The biggest military news in recent weeks has been whether the Armed Forces would do away with its 'don't ask, don't tell' policy. Instituted by the Clinton Administration in the '90s, it was intended as a compromise between those who felt gays and lesbians had no business in the military and those who thought they had every right to service.
With the election of President Barack Obama, many gay rights groups believed the era of 'don't ask, don't tell' was coming to an end. Under the Obama Administration, it was thought that homosexuals would be able to openly serve in all branches of the military. However, two years into the President's first term, and the policy still stands.
The Debate Surrounding 'Don't Ask, Don't Tell'
Those who believe the Don't Ask, Don't Tell policy should still stand believe that it continues to serve its purpose well. It allows gays and lesbians the opportunity to serve their country while eliminating any possibility that their sexual orientation will be a distraction in battle.
General James Amos, the new Marine Corps Commandant, summed up his reservations to lifting the policy when speaking to the Associated Press. In a news article, he was quoted as saying, 'There is nothing more intimate than young men and young women' and when you talk of infantry, we're talking about our young men laying out, sleeping alongside of one another, and sharing death, fear, and loss of brothers. General Amos continued, don't know what the effect of that will be on cohesion. I mean, that's what we're looking at. It's unit cohesion; it's combat effectiveness.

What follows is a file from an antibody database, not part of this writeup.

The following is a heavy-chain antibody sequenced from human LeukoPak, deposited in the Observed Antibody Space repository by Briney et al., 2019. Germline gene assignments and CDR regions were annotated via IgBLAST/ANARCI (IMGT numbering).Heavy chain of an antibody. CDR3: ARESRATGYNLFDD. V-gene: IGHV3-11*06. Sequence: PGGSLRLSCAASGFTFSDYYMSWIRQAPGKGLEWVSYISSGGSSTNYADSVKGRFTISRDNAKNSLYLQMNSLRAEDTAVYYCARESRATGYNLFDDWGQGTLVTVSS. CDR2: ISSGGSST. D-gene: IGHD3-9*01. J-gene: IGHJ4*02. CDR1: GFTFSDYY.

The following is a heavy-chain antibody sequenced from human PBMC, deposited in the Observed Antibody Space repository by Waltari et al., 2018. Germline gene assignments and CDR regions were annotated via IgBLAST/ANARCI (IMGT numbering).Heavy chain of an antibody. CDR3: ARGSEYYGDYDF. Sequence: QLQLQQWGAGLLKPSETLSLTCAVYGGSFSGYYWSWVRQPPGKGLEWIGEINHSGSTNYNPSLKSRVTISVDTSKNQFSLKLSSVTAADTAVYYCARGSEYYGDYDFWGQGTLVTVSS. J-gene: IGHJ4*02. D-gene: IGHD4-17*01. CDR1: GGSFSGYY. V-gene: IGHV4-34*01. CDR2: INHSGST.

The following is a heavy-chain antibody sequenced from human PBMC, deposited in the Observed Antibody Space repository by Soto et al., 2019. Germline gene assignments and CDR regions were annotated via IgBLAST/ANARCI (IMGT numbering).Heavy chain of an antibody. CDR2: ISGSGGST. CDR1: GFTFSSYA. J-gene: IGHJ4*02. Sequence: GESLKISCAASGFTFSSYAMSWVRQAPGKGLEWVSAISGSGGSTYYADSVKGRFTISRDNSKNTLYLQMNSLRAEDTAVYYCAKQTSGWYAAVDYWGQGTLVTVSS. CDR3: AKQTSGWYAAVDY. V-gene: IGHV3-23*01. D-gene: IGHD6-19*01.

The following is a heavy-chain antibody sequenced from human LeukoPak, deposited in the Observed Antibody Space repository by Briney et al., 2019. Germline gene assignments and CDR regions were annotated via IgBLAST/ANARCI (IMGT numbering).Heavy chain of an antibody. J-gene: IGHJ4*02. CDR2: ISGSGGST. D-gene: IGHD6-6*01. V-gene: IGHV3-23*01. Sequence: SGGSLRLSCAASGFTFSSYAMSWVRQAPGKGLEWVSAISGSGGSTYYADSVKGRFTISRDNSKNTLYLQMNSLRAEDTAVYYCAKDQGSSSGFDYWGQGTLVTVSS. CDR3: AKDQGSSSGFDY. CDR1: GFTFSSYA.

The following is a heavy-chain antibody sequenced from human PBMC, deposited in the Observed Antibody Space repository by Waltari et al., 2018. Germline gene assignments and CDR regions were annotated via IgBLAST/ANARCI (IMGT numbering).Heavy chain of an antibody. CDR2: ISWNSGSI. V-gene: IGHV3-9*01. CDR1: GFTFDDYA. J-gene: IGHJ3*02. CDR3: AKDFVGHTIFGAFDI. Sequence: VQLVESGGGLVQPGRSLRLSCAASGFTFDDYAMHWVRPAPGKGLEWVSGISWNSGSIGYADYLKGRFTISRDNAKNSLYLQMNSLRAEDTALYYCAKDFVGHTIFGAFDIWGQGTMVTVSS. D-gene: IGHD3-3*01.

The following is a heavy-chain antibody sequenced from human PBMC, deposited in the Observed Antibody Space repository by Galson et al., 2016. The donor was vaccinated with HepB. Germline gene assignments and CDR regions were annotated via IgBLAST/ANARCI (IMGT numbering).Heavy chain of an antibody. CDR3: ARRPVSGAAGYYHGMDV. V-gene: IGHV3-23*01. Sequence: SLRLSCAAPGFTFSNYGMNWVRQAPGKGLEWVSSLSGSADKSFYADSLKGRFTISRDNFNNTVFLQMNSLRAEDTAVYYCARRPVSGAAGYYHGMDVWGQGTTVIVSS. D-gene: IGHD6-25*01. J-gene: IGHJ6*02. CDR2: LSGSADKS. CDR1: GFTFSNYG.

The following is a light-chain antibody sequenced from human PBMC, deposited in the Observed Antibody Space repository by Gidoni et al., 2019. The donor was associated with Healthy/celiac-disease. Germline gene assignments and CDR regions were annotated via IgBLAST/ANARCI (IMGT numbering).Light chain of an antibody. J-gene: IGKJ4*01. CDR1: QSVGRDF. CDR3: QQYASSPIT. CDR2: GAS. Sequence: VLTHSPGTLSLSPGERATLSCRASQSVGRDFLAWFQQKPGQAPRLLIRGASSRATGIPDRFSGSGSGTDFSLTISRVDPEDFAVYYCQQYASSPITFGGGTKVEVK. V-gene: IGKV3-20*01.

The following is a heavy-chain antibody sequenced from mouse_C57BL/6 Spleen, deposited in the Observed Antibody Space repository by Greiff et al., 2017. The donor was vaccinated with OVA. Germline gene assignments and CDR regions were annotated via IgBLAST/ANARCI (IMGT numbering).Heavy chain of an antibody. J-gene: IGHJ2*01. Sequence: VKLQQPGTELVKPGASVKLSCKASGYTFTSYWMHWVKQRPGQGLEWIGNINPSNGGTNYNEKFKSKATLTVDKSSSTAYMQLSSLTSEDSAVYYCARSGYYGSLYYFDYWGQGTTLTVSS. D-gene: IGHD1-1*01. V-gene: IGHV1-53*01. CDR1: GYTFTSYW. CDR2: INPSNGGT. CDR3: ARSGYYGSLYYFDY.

Meanwhile, opponents of the policy argue that an individual's sexual preference has no bearing on his or her ability to serve capably in the military. In addition, homosexuality is culturally widespread in America and should not be a distraction to others in the unit. As some supporters of lifting the policy have said, gays and lesbians do not enter the military to find a dating service. They simply want to participate in the military without having to hide a significant part of their personal identity.
What the Future Holds for Don't Ask, Don't Tell
The Pentagon has been studying the issue and is expected to release its findings in early December. According to some top officials, it is not a question of whether the policy will be lifted but rather how it will be lifted. Over in Congress, legislators have lined up on both sides of the debate as military personnel wait in limbo for those in charge to make up their minds.
After 27 years, the don't ask, don't tell policy is getting its first serious review. Whether it comes from Congress or from the Pentagon, changes to the policy could mark a new era for the Armed Forces.
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